Love Nonfiction

Nonfiction Novice: Branching Out from Memoirs

 

Even though nonfiction makes up a pretty big portion of my reading, not enjoying it is a feeling I totally understand. I just started to find my niche in nonfiction over the last few years and it can be a tricky road to navigate; there’s often a fine balance between riveting and mind-numbingly boring. I’m on a mission to help the nonfiction novice! We’re going to start with the one thing I hear most often from other readers: “The only nonfiction titles I really like are memoirs.” It’s usually followed by an interest in branching out and uncertainty over where to look first. If you’re comfortable reading memoirs, it may be best to take baby steps and head toward narrative nonfiction that blends the author’s life experience with research on a specific topic. I have a few favorites to get you started.

 

So We Read On by Maureen Corrigan

Maureen Corrigan’s love for F. Scott Fitzgerald’s The Great Gatsby pushed her to write So We Read On, which examines the history of the novel and its impact on American culture.

 

Galileo’s Middle Finger by Alice Dreger

In Galileo’s Middle Finger, Alice Dreger shares her experiences, both high and low, learning to navigate the delicate balance between research and activism.

 

Being Mortal by Atul Gawande

In his incredibly powerful book, Atul Gawande uses his experience as a surgeon as a lens for examining the modern missteps of end of life care.

 

Bad Feminist by Roxane Gay

Bad Feminist is Roxane Gay’s collection of essays focused on the intricacies of modern feminism, told by pulling apart her own life experiences, pop culture, and politics.

 

Something Must Be Done About Prince Edward County by Kristen Green

Kristen Green tells the story of her hometown in Prince Edward County, Virginia, and the shocking role it played in resisting school integration in the 1950’s.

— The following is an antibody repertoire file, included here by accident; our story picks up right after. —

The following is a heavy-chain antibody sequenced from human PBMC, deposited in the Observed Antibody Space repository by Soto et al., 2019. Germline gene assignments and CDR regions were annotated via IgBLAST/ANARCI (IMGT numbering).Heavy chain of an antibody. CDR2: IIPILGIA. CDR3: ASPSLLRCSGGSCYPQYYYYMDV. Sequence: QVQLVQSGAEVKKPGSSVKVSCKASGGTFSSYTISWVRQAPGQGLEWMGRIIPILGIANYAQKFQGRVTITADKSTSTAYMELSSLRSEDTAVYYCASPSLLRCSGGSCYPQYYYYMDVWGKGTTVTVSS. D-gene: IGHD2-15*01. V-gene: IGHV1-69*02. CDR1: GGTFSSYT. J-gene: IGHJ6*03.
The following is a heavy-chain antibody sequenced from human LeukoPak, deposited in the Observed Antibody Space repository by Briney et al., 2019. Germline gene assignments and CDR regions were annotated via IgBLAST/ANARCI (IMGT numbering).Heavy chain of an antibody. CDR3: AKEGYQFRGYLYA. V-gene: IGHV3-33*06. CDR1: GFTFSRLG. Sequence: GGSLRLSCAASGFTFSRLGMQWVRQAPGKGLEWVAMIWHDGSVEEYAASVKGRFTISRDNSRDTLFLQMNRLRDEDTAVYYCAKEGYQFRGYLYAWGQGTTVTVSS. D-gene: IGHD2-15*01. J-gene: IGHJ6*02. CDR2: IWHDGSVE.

For the Benefit of Those Who See by Rosemary Mahoney

After visiting one of the group’s founding schools in Tibet, Rosemary Mahoney is determined to learn more and commits to spending three months teaching English at a Braille Without Borders’ adult school in India.

 

Just Mercy by Bryan Stevenson

In chapters that range from heartbreaking and infuriating to uplifting and hopeful, Bryan Stevenson details his time working with prisoners on death row and juveniles facing endless life sentences.

 

Among the Janeites by Deborah Yaffe

In Among the Janeites, Deborah Yaffe digs into the Jane Austen fandom from both the inside, with the the Jane Austen Society of North America, and the outside.

Which nonfiction titles have helped you branch out from memoirs?

 

  • Meaghan Walsh Gerard

    Nonfiction can be daunting. There is so much out there and so much of it is boring or terrible, or both. Best thing to do is find a topic you like — Civil War, chefs, Japanese art — and then find books that speak to you on that subject. Once you start peeling back the layers, you will find other side topics, historians, authors, and more.
    Some safe bets: Erik Larson (Devil in the White City, Dead Wake), Sy Montgomery (The Soul of an Octopus), Mark Adams (Meet Me in Atlantis), Kathryn Harkup (A is for Arsenic).
    Happy Reading!

  • Kay

    I’ll once again add my recommendation for BEING MORTAL. I’m not much of a non-fiction reader, but that book is wonderful and important. As to what I have enjoyed in the ‘non-fic’ category – well, I have very much enjoyed a few of Erik Larson’s books. Especially THE DEVIL IN THE WHITE CITY. I also discussed one of Cokie Roberts’ books about early American women – FOUNDING MOTHERS. We had a great discussion. Since that time Roberts has written several books about American women through the ages.